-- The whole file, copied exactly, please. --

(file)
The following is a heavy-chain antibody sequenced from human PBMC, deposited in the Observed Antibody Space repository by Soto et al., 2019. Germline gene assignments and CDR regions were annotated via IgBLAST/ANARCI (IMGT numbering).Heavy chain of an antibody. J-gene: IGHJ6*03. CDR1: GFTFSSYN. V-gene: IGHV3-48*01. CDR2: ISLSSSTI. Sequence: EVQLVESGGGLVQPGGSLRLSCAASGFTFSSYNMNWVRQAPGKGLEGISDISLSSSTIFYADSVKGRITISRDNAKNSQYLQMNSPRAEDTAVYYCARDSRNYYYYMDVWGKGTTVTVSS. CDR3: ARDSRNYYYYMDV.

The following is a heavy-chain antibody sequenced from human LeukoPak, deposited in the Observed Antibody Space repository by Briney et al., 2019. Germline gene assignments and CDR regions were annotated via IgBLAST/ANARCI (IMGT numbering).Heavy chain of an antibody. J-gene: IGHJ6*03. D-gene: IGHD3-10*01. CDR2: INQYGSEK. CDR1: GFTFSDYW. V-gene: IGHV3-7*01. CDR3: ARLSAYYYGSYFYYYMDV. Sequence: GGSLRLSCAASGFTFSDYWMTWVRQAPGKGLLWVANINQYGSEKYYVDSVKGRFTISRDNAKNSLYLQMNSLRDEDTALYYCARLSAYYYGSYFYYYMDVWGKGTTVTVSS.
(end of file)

The following is a heavy-chain antibody sequenced from human PBMC, deposited in the Observed Antibody Space repository by Soto et al., 2019. Germline gene assignments and CDR regions were annotated via IgBLAST/ANARCI (IMGT numbering).Heavy chain of an antibody. J-gene: IGHJ6*03. CDR1: GFTFSSYN. V-gene: IGHV3-48*01. CDR2: ISLSSSTI. Sequence: EVQLVESGGGLVQPGGSLRLSCAASGFTFSSYNMNWVRQAPGKGLEGISDISLSSSTIFYADSVKGRITISRDNAKNSQYLQMNSPRAEDTAVYYCARDSRNYYYYMDVWGKGTTVTVSS. CDR3: ARDSRNYYYYMDV.

The following is a heavy-chain antibody sequenced from human LeukoPak, deposited in the Observed Antibody Space repository by Briney et al., 2019. Germline gene assignments and CDR regions were annotated via IgBLAST/ANARCI (IMGT numbering).Heavy chain of an antibody. J-gene: IGHJ6*03. D-gene: IGHD3-10*01. CDR2: INQYGSEK. CDR1: GFTFSDYW. V-gene: IGHV3-7*01. CDR3: ARLSAYYYGSYFYYYMDV. Sequence: GGSLRLSCAASGFTFSDYWMTWVRQAPGKGLLWVANINQYGSEKYYVDSVKGRFTISRDNAKNSLYLQMNSLRDEDTALYYCARLSAYYYGSYFYYYMDVWGKGTTVTVSS.